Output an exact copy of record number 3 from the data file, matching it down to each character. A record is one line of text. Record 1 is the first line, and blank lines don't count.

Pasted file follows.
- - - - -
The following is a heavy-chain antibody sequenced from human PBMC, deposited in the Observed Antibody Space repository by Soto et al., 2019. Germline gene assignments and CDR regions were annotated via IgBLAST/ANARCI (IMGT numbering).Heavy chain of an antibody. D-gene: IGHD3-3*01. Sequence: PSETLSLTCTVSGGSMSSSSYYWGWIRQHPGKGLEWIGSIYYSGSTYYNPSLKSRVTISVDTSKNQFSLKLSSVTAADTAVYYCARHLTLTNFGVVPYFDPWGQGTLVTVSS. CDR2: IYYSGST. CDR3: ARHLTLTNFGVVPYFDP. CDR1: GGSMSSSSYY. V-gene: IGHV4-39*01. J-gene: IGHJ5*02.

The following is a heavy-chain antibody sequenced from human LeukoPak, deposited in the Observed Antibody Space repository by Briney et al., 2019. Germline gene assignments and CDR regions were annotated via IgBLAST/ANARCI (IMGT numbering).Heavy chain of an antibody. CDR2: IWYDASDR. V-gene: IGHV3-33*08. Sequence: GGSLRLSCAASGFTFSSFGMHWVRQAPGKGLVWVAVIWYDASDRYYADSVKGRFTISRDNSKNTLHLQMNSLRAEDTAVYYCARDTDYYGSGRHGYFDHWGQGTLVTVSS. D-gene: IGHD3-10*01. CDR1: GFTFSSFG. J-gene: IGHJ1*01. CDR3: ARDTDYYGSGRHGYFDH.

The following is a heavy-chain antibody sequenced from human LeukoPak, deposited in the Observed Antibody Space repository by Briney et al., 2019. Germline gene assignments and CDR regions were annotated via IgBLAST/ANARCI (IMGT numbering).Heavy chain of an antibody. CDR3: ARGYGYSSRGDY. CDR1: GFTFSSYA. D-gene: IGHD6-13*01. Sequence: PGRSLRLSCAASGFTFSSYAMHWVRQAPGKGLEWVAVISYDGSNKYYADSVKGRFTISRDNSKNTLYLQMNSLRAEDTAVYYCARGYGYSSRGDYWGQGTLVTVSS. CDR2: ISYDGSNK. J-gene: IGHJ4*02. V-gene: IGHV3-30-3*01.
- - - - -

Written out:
The following is a heavy-chain antibody sequenced from human LeukoPak, deposited in the Observed Antibody Space repository by Briney et al., 2019. Germline gene assignments and CDR regions were annotated via IgBLAST/ANARCI (IMGT numbering).Heavy chain of an antibody. CDR3: ARGYGYSSRGDY. CDR1: GFTFSSYA. D-gene: IGHD6-13*01. Sequence: PGRSLRLSCAASGFTFSSYAMHWVRQAPGKGLEWVAVISYDGSNKYYADSVKGRFTISRDNSKNTLYLQMNSLRAEDTAVYYCARGYGYSSRGDYWGQGTLVTVSS. CDR2: ISYDGSNK. J-gene: IGHJ4*02. V-gene: IGHV3-30-3*01.